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HomeAwardsContender – Editor Jeremiah O'Driscoll, Flight

Contender – Editor Jeremiah O’Driscoll, Flight

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Jeremiah O’Driscoll

Director Robert Zemekis has returned to live action with the contained, but powerful, character-based drama, Flight, a story about an alcohol and drug addicted pilot whose extraordinary flying skills save his passengers from almost certain death when his plane malfunctions and crashes. The success of the story hinges on the performance of Denzel Washington. The Oscar-winning actor does not disappoint with his complex and nuanced characterization. That performance formed the basis for the editing of the film by Jeremiah O’Driscoll.

“The interesting thing about Denzel, he has this real rhythm to everything he does,” said O’Driscoll. “I had to figure out how to treat it. Once I finally got the hang of it, it was one of those things where you just say, please don’t let me mess up.”

“Denzel is one of the few real absolute movie stars. I’ve been lucky to work with, I’ve been really spoiled.

Denzel Washington portrays a complex hero in Flight.

O’Driscoll first worked with Zemekis on Death Becomes Her when he took an apprentice position with editor Arthur Schmidt so he could assist “someone great and learn the craft.”  At the time, editing was still being done on film, so he was always in the room putting reels up for Schmidt on the three interlocking Kems that the editor used. He kept the director’s notes for Schmidt, so over the years he learned Zemekis’ filmmaking and cinematic “language.”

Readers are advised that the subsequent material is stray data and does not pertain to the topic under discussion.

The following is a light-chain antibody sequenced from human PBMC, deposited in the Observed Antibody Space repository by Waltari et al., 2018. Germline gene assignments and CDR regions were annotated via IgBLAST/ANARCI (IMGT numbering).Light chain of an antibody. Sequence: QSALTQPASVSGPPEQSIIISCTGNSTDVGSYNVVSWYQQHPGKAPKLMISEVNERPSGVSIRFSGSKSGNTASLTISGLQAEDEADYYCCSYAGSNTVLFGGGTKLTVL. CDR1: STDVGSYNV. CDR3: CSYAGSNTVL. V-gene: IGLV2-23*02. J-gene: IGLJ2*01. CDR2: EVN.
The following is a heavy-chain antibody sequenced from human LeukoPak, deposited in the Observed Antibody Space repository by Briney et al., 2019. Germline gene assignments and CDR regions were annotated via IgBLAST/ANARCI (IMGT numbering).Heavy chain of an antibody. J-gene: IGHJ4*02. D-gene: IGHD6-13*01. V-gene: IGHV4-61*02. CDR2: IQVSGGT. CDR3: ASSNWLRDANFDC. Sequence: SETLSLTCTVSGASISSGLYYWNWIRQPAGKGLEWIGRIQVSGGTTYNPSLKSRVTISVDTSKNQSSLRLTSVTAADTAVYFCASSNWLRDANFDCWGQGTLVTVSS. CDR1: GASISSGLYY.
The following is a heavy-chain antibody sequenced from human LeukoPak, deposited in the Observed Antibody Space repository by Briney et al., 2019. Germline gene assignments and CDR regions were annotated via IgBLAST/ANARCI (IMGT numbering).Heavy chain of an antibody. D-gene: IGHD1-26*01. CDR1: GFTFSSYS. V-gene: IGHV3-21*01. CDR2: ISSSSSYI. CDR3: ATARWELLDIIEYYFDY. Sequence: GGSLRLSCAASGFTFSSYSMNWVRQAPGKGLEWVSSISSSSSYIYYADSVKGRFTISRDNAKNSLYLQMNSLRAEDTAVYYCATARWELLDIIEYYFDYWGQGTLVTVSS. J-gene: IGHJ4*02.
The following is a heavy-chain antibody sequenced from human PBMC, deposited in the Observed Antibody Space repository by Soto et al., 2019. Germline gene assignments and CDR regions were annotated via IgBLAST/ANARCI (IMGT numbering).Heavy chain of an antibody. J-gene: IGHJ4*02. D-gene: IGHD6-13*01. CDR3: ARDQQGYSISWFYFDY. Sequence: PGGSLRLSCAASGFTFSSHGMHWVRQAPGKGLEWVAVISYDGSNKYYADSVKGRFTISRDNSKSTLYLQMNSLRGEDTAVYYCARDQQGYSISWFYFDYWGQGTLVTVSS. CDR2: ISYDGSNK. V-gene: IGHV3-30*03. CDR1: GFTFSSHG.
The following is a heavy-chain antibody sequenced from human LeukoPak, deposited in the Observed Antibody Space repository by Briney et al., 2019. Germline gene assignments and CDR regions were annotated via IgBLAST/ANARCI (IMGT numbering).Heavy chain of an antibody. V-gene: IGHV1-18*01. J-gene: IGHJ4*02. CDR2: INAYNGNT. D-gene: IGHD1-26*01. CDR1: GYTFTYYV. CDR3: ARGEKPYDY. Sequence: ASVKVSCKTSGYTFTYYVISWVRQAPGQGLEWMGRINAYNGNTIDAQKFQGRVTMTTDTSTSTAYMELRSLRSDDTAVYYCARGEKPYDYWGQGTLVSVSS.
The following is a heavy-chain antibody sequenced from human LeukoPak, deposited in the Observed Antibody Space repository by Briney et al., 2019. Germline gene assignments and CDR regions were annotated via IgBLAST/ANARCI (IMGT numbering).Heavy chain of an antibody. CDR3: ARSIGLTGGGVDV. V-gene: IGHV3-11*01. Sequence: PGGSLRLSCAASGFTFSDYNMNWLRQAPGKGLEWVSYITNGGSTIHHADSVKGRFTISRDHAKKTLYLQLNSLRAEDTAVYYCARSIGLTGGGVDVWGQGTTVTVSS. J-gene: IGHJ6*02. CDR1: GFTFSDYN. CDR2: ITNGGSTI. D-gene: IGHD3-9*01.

O’Driscoll worked with Schmidt for 11 years and first got an opportunity to edit for Zemekis when the director asked him to do some cutting on Contact. Schmidt would always give a constructive critique of his editing, so O’Driscoll laughs that he “really got a PhD course working with Artie and Bob.” He was credited as associate editor on Castaway and when Schmidt semi-retired, O’Driscoll went on to putting together the storyboard animatic and eventually editing The Polar Express.

“By the time we got into the motion capture world and I was the guy sitting in the hot seat, I would say, ‘Bob wouldn’t do that. Bob doesn’t put together a scene like that.’ So I kind of know the short cuts,” O’Driscoll explained. “That’s really useful when you have the luxury of a relationship that goes back for years. A lot of times Bob doesn’t need to tell me what to do because I know what he has in mind.”

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